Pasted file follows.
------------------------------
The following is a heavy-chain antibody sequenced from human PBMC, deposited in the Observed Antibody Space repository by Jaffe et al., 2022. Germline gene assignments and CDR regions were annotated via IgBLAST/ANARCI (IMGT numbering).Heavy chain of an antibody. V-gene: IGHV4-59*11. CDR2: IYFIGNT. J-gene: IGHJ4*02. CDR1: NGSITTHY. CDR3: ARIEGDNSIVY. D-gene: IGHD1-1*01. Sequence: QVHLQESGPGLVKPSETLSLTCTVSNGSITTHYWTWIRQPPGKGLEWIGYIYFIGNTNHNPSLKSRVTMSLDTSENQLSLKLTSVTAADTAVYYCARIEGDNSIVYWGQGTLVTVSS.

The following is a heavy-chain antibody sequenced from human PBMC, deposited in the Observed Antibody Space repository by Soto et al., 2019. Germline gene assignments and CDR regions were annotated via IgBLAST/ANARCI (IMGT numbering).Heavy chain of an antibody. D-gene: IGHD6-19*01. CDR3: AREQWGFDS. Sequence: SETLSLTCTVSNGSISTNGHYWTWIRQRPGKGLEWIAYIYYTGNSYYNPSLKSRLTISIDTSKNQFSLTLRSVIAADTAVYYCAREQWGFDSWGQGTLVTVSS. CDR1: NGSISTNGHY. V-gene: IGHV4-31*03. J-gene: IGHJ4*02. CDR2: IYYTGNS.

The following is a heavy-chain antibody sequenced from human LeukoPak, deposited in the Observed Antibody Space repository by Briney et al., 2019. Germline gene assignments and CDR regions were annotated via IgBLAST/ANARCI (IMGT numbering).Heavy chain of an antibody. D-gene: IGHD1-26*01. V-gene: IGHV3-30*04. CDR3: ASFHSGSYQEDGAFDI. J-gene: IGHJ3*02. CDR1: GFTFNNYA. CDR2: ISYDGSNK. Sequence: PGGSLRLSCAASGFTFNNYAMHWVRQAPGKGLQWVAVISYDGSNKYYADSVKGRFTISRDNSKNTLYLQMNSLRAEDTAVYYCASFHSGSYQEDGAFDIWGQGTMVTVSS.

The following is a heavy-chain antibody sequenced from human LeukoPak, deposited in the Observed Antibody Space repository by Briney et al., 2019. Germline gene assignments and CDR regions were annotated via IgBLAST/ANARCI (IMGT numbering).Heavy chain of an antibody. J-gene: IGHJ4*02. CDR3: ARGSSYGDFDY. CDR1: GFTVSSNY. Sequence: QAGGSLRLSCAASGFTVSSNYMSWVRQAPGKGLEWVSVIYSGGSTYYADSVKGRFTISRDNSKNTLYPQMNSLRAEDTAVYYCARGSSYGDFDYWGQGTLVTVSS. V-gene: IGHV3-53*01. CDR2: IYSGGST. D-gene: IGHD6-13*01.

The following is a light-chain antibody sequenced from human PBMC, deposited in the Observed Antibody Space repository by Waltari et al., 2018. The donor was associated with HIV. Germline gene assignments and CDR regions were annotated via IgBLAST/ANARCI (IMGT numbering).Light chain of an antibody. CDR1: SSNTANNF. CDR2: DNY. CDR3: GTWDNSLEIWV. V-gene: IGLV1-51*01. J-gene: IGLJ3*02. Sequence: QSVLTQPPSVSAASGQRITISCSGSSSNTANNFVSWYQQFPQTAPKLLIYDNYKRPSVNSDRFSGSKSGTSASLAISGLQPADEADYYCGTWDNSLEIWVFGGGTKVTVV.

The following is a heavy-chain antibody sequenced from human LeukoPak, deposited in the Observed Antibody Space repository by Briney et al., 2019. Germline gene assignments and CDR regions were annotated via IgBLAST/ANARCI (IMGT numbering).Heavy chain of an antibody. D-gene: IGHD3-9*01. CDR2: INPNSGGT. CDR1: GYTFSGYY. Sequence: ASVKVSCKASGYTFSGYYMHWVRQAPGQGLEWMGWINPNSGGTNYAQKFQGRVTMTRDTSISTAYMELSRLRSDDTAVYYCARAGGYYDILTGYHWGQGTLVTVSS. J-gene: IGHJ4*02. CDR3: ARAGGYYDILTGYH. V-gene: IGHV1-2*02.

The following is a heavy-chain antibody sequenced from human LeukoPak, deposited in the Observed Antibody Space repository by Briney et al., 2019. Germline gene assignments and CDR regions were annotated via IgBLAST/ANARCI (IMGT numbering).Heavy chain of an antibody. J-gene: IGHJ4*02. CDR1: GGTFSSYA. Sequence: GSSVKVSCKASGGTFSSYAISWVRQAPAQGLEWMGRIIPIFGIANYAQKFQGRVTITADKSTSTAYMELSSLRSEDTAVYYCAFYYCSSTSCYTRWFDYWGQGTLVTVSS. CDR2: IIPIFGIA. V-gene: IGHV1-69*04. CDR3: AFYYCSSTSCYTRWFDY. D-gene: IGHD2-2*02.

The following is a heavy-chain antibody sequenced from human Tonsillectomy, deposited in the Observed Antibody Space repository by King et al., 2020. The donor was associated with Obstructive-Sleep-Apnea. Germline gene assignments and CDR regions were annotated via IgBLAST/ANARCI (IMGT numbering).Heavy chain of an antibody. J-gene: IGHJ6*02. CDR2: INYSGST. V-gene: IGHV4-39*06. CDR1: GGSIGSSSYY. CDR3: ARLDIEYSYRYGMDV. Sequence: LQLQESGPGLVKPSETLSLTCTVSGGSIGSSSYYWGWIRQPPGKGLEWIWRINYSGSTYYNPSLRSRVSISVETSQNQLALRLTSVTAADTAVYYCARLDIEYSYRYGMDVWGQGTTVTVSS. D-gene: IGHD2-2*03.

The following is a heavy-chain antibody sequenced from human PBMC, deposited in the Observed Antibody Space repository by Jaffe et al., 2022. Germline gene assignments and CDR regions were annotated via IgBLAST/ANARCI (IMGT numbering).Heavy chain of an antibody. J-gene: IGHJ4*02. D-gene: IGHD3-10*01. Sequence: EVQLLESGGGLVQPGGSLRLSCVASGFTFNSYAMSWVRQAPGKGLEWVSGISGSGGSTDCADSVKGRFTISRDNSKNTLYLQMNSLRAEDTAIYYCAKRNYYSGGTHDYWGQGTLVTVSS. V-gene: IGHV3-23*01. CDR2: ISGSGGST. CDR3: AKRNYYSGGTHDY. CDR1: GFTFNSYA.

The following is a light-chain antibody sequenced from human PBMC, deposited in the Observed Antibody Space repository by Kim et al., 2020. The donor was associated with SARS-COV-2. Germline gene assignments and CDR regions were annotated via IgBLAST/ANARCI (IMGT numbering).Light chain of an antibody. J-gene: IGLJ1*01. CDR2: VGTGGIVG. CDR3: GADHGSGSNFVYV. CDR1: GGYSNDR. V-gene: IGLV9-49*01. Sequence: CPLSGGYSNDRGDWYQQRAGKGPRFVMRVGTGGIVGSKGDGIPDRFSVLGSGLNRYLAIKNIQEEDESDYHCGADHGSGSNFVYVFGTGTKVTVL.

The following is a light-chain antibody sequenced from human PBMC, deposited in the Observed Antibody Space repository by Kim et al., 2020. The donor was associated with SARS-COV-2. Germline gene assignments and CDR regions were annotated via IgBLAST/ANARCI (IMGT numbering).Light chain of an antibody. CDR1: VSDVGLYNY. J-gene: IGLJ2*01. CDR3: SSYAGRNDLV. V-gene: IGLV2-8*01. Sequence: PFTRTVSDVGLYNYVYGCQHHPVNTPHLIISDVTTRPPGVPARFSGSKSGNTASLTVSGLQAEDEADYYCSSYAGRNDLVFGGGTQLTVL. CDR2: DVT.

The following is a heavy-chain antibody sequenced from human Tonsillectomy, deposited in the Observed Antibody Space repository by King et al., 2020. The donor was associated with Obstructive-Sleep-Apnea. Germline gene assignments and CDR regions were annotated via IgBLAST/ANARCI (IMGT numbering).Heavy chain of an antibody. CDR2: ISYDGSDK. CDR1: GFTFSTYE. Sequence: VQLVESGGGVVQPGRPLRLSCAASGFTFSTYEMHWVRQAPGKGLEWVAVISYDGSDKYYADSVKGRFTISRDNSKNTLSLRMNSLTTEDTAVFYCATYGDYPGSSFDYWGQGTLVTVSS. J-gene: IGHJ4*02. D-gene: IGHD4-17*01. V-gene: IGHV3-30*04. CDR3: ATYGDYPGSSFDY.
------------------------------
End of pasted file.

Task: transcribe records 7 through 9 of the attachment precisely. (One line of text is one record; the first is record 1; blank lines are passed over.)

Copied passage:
The following is a heavy-chain antibody sequenced from human LeukoPak, deposited in the Observed Antibody Space repository by Briney et al., 2019. Germline gene assignments and CDR regions were annotated via IgBLAST/ANARCI (IMGT numbering).Heavy chain of an antibody. J-gene: IGHJ4*02. CDR1: GGTFSSYA. Sequence: GSSVKVSCKASGGTFSSYAISWVRQAPAQGLEWMGRIIPIFGIANYAQKFQGRVTITADKSTSTAYMELSSLRSEDTAVYYCAFYYCSSTSCYTRWFDYWGQGTLVTVSS. CDR2: IIPIFGIA. V-gene: IGHV1-69*04. CDR3: AFYYCSSTSCYTRWFDY. D-gene: IGHD2-2*02.

The following is a heavy-chain antibody sequenced from human Tonsillectomy, deposited in the Observed Antibody Space repository by King et al., 2020. The donor was associated with Obstructive-Sleep-Apnea. Germline gene assignments and CDR regions were annotated via IgBLAST/ANARCI (IMGT numbering).Heavy chain of an antibody. J-gene: IGHJ6*02. CDR2: INYSGST. V-gene: IGHV4-39*06. CDR1: GGSIGSSSYY. CDR3: ARLDIEYSYRYGMDV. Sequence: LQLQESGPGLVKPSETLSLTCTVSGGSIGSSSYYWGWIRQPPGKGLEWIWRINYSGSTYYNPSLRSRVSISVETSQNQLALRLTSVTAADTAVYYCARLDIEYSYRYGMDVWGQGTTVTVSS. D-gene: IGHD2-2*03.

The following is a heavy-chain antibody sequenced from human PBMC, deposited in the Observed Antibody Space repository by Jaffe et al., 2022. Germline gene assignments and CDR regions were annotated via IgBLAST/ANARCI (IMGT numbering).Heavy chain of an antibody. J-gene: IGHJ4*02. D-gene: IGHD3-10*01. Sequence: EVQLLESGGGLVQPGGSLRLSCVASGFTFNSYAMSWVRQAPGKGLEWVSGISGSGGSTDCADSVKGRFTISRDNSKNTLYLQMNSLRAEDTAIYYCAKRNYYSGGTHDYWGQGTLVTVSS. V-gene: IGHV3-23*01. CDR2: ISGSGGST. CDR3: AKRNYYSGGTHDY. CDR1: GFTFNSYA.